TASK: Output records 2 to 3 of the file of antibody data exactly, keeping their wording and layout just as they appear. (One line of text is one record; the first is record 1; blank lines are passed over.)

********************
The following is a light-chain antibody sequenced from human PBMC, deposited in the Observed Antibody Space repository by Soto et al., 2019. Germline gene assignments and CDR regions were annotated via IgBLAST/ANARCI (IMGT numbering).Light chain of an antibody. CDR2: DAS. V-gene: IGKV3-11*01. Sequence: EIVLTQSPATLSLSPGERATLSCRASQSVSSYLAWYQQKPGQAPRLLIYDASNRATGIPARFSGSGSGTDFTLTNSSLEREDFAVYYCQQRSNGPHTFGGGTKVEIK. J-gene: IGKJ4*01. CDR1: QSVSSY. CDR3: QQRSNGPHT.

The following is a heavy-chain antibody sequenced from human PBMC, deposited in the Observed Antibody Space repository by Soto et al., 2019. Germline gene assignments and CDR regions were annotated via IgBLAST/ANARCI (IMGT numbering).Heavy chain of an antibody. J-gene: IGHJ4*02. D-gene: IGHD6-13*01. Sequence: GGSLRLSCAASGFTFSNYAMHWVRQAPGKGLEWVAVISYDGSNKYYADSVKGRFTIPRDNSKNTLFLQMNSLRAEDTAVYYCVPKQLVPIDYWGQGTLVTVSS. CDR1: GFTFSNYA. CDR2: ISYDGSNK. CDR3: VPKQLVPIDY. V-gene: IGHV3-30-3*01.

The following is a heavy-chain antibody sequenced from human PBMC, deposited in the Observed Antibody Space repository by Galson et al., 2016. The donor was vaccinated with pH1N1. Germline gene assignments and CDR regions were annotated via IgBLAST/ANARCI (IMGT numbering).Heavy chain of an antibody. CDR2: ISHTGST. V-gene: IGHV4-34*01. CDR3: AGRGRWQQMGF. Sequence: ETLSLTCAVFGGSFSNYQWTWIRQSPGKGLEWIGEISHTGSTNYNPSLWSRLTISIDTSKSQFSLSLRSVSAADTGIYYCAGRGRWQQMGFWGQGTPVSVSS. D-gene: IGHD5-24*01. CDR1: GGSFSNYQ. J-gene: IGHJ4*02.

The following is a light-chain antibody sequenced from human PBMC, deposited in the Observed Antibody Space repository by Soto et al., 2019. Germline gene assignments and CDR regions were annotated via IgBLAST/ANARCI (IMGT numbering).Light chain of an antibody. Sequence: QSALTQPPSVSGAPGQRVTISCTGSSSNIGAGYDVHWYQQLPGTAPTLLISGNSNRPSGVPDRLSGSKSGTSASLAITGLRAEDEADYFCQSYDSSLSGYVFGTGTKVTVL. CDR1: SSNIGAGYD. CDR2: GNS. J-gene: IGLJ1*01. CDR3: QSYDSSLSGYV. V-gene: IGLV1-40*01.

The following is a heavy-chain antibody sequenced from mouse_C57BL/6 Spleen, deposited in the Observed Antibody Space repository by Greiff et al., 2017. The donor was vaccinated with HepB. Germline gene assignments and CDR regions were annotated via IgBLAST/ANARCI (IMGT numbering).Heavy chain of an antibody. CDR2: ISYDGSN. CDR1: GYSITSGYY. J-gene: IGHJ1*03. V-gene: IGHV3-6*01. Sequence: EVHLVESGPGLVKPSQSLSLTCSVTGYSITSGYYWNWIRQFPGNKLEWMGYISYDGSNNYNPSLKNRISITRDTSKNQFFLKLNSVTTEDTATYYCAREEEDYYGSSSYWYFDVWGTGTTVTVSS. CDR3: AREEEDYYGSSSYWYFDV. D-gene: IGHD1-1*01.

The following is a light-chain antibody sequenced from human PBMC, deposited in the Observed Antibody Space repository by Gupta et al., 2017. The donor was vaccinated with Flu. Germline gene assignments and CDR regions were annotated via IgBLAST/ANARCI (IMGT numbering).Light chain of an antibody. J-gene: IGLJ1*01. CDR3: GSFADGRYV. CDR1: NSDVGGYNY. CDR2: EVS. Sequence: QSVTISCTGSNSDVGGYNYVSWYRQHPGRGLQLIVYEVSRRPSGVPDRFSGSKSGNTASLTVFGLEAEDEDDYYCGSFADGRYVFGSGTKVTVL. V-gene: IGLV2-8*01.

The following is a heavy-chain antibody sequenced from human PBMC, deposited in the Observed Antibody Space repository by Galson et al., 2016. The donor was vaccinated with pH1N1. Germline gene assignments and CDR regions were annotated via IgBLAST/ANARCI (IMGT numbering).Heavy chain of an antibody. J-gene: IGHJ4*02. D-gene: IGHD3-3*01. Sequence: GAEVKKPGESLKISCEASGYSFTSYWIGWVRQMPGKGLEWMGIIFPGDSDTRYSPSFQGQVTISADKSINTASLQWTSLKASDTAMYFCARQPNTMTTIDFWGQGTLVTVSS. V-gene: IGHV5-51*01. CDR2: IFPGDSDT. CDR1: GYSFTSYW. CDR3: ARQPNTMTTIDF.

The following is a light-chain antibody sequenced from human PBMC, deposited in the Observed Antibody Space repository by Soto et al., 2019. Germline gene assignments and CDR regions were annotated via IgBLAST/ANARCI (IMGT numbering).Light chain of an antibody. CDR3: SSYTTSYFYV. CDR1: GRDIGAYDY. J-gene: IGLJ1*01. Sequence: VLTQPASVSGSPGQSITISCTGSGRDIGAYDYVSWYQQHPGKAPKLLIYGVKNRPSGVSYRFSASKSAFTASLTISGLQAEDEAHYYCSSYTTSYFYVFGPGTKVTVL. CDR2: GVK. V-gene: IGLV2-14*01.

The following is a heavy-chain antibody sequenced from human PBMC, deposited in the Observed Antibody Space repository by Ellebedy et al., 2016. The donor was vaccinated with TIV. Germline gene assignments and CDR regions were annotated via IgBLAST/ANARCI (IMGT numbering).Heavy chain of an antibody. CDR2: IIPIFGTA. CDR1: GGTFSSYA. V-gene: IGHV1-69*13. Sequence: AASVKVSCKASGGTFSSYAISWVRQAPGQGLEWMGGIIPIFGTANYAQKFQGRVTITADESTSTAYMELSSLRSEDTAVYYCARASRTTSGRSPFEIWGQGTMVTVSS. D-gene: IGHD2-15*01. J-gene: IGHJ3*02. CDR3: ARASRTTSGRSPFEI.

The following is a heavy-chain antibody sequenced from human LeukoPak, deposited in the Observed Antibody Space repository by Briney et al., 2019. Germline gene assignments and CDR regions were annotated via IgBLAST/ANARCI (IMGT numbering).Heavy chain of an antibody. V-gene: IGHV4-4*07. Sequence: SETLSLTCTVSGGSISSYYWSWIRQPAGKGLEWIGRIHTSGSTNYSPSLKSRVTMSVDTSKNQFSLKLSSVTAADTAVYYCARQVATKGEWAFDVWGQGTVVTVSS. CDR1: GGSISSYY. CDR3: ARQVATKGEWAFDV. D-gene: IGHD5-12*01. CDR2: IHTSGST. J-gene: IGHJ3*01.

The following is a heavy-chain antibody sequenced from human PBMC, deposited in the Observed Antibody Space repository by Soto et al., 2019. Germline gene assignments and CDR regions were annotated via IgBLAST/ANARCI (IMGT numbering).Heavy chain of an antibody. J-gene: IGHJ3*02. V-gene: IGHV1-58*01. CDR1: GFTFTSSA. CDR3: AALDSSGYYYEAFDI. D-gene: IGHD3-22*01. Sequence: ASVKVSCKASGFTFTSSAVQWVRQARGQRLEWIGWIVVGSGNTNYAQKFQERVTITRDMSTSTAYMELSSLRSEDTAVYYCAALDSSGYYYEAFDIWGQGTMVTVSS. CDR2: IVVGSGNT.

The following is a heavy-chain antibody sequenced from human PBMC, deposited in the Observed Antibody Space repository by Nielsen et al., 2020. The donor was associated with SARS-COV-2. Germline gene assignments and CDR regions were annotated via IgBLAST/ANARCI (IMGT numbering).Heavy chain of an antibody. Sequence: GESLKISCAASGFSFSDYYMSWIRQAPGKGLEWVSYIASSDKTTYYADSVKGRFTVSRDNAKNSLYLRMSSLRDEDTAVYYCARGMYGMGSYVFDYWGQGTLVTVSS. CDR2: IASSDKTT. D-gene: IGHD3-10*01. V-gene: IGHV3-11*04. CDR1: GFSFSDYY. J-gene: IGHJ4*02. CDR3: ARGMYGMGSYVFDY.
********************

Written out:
The following is a heavy-chain antibody sequenced from human PBMC, deposited in the Observed Antibody Space repository by Soto et al., 2019. Germline gene assignments and CDR regions were annotated via IgBLAST/ANARCI (IMGT numbering).Heavy chain of an antibody. J-gene: IGHJ4*02. D-gene: IGHD6-13*01. Sequence: GGSLRLSCAASGFTFSNYAMHWVRQAPGKGLEWVAVISYDGSNKYYADSVKGRFTIPRDNSKNTLFLQMNSLRAEDTAVYYCVPKQLVPIDYWGQGTLVTVSS. CDR1: GFTFSNYA. CDR2: ISYDGSNK. CDR3: VPKQLVPIDY. V-gene: IGHV3-30-3*01.

The following is a heavy-chain antibody sequenced from human PBMC, deposited in the Observed Antibody Space repository by Galson et al., 2016. The donor was vaccinated with pH1N1. Germline gene assignments and CDR regions were annotated via IgBLAST/ANARCI (IMGT numbering).Heavy chain of an antibody. CDR2: ISHTGST. V-gene: IGHV4-34*01. CDR3: AGRGRWQQMGF. Sequence: ETLSLTCAVFGGSFSNYQWTWIRQSPGKGLEWIGEISHTGSTNYNPSLWSRLTISIDTSKSQFSLSLRSVSAADTGIYYCAGRGRWQQMGFWGQGTPVSVSS. D-gene: IGHD5-24*01. CDR1: GGSFSNYQ. J-gene: IGHJ4*02.